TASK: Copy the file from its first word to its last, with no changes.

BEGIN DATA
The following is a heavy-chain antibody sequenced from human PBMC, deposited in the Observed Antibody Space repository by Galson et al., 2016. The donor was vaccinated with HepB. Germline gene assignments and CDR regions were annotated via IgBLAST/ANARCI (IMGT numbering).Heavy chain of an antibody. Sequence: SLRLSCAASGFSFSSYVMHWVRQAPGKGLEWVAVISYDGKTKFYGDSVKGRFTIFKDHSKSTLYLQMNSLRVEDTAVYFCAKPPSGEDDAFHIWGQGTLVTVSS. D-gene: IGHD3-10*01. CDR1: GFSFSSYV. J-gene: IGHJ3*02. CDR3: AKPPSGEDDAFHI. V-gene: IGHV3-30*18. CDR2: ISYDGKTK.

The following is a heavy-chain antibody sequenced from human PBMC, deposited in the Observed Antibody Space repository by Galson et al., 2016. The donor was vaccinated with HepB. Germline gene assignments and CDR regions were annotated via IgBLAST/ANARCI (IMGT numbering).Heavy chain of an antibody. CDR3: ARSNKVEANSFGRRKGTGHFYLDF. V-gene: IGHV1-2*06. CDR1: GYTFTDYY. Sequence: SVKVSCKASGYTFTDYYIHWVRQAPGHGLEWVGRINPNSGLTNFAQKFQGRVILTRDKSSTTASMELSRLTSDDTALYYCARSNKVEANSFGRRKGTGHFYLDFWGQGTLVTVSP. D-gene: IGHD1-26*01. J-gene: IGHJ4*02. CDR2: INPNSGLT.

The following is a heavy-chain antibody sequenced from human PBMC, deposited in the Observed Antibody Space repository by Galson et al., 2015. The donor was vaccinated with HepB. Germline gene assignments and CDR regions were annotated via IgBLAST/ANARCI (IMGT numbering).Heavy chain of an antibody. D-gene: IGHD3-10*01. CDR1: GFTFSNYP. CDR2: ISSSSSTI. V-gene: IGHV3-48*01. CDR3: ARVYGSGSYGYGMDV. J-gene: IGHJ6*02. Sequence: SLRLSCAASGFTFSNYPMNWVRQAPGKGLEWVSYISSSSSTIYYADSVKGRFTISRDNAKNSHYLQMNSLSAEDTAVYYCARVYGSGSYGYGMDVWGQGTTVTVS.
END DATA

The following is a heavy-chain antibody sequenced from human PBMC, deposited in the Observed Antibody Space repository by Galson et al., 2016. The donor was vaccinated with HepB. Germline gene assignments and CDR regions were annotated via IgBLAST/ANARCI (IMGT numbering).Heavy chain of an antibody. Sequence: SLRLSCAASGFSFSSYVMHWVRQAPGKGLEWVAVISYDGKTKFYGDSVKGRFTIFKDHSKSTLYLQMNSLRVEDTAVYFCAKPPSGEDDAFHIWGQGTLVTVSS. D-gene: IGHD3-10*01. CDR1: GFSFSSYV. J-gene: IGHJ3*02. CDR3: AKPPSGEDDAFHI. V-gene: IGHV3-30*18. CDR2: ISYDGKTK.

The following is a heavy-chain antibody sequenced from human PBMC, deposited in the Observed Antibody Space repository by Galson et al., 2016. The donor was vaccinated with HepB. Germline gene assignments and CDR regions were annotated via IgBLAST/ANARCI (IMGT numbering).Heavy chain of an antibody. CDR3: ARSNKVEANSFGRRKGTGHFYLDF. V-gene: IGHV1-2*06. CDR1: GYTFTDYY. Sequence: SVKVSCKASGYTFTDYYIHWVRQAPGHGLEWVGRINPNSGLTNFAQKFQGRVILTRDKSSTTASMELSRLTSDDTALYYCARSNKVEANSFGRRKGTGHFYLDFWGQGTLVTVSP. D-gene: IGHD1-26*01. J-gene: IGHJ4*02. CDR2: INPNSGLT.

The following is a heavy-chain antibody sequenced from human PBMC, deposited in the Observed Antibody Space repository by Galson et al., 2015. The donor was vaccinated with HepB. Germline gene assignments and CDR regions were annotated via IgBLAST/ANARCI (IMGT numbering).Heavy chain of an antibody. D-gene: IGHD3-10*01. CDR1: GFTFSNYP. CDR2: ISSSSSTI. V-gene: IGHV3-48*01. CDR3: ARVYGSGSYGYGMDV. J-gene: IGHJ6*02. Sequence: SLRLSCAASGFTFSNYPMNWVRQAPGKGLEWVSYISSSSSTIYYADSVKGRFTISRDNAKNSHYLQMNSLSAEDTAVYYCARVYGSGSYGYGMDVWGQGTTVTVS.